Below are the court papers for the Plea Bargain of Prendergast Holt. The court is asking for our comments about this. PLEASE, we don’t have much time but it is imperative that we send emails expressing our disgust at this light sentencing. REMEMBER….we have already served 3 1/2 years and we still have many years to go before we can see any sign of freedom from our forced poverty. WE need to make clear to Judge Godbey that it is grossly unfair for PH to walk away with such a lenient sentence and we also need to request that she forfeit all her property, and money…after all it was the victims who paid for her lifestyle!! 
On June 18, 2012, the United States District Court for the Southern District of Texas issued a Notice of Setting indicating that on June 21, 2012, at 11:00 a.m., the defendant Laura Pendergest-Holt is expected to plead guilty to resolve the pending charges against her in the above-referenced case. At that time, Holt will enter into a plea agreement with the government pursuant to Rule 11(c)(1)(C) of the Federal Rules of Criminal Procedure. Under that rule, the government agrees that a specific sentence or sentencing range is the appropriate disposition of the case, or that a particular provision of the Sentencing Guidelines, or policy statement, or sentencing factor does or does not apply. Such a recommendation or request binds only the court once the court accepts the plea agreement at sentencing. To resolve the pending charges against her, the defendant Laura Pendergest-Holt is expected to plead guilty to Count Twenty of the Indictment, charging Obstruction of Justice, and the government has agreed that a sentence of 36 months of imprisonment, followed by a three-year term of supervised release, is the appropriate disposition of the case. She will also be subject to a fine, to be determined by the Court.
In light of this recent development, and in order for us to learn if you have any views in regard to any such plea, please submit your views to the prosecutors handling this investigation, by providing comments to Pam Washington at  1-888-549-3945  or via email at victimassistance.fraud@usdoj.gov, no later than 5:00 p.m. EST on June 20, 2012. Also, in accordance with the Order Authorizing Compliance with the Justice for All Act issued in this case on June 16, 2010, any victim wishing to appear and to be heard by the Court at the plea hearing must notify Pam Washington at victimassistance.fraud@usdoj.gov by the same June 20 deadline. However, as the defendant Laura Pendergest-Holt is pleading guilty under Rule 11 (c)(1)(C), and her plea agreement will not be accepted until the time of sentencing, the government will continue to accept comments concerning the plea after the June 20 deadline and up until 30 days before sentencing. The Court will later rule on whether, and the manner in which, victims may be heard at the sentencing proceeding. Lastly, because this plea agreement was reached recently, and because the precise language of the plea agreement is still being finalized, the executed plea agreement will be filed publicly following the June 21, 2012 hearing.

Stanford Officer Pendergest Holt Said to Have Plea Deal

By Laurel Brubaker Calkins and Andrew Harris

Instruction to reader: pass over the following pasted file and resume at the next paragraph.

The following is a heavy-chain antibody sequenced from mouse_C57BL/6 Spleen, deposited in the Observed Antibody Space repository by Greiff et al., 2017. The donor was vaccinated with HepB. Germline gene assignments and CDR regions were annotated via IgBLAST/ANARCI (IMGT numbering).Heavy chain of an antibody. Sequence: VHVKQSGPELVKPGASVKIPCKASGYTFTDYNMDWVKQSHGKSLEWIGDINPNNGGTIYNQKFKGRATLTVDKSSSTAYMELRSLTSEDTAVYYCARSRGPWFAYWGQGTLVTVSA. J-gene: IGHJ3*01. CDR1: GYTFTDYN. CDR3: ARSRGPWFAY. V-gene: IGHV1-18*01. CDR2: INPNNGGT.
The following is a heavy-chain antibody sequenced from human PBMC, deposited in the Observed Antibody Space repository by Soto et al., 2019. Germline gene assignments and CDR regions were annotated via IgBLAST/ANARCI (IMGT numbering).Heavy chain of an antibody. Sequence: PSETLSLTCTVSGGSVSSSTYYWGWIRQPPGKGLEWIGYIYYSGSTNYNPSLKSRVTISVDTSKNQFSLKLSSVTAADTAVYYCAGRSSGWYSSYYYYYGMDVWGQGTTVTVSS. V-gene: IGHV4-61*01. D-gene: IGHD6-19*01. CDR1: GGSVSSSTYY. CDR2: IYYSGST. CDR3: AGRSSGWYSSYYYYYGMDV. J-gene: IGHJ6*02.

Laura Pendergest Holt, the former chief investment officer for R. Allen Stanford, has agreed to plead guilty and serve three years in prison for her role in a $7 billion fraud, three people familiar with the matter said.

Pendergest Holt, 38, will plead guilty to a single obstruction charge, said one of the people, all of whom asked not to be identified because the plea agreement isn’t public.

She faces a September trial on charges related to those that resulted in Stanford being sentenced on June 14 to 110 years in prison. Prosecutors had requested a maximum sentence of 230 years against Stanford, based on investors’ losses on bogus certificates of deposit sold by Antigua-based Stanford International Bank Ltd.

Pendergest Holt has denied wrongdoing. Dan Cogdell, her lead attorney, didn’t return phone and e-mail messages yesterday seeking comment on a plea agreement. Pendergest Holt is scheduled for re-arraignment on July 21 in federal court in Houston, according to court records.

Pendergest Holt had told Stanford Financial Group Co. investors and the firm’s financial advisers that she oversaw a stable of international money managers who were responsible for the bulk of the bank’s assets, according to court papers. She may have had authority over as little as 20 percent of the bank’s assets, according to testimony during Stanford’s trial.

Three-Year Affair

Prosecutors charged her in June 2009 with conspiring to mislead investors in conjunction with Stanford and Chief Financial Officer James M. Davis, her boss and former lover. During Stanford’s trial, Davis told jurors he had a three-year affair with Pendergest Holt that ended in 2003, and that Stanford approved of the romance between his two top deputies.

Alisa Finelli, a Justice Department spokeswoman, declined to comment on the reported plea agreement.

Stanford, 62, was convicted in March by a federal court jury in Houston of leading a massive fraud in which later investors’ funds were used to pay above-market returns to earlier investors. He was accused of secretly borrowing more than $2 billion in depositors’ funds to finance a lavish lifestyle and several money-losing businesses.

Stanford is appealing his March 6 conviction and his sentence.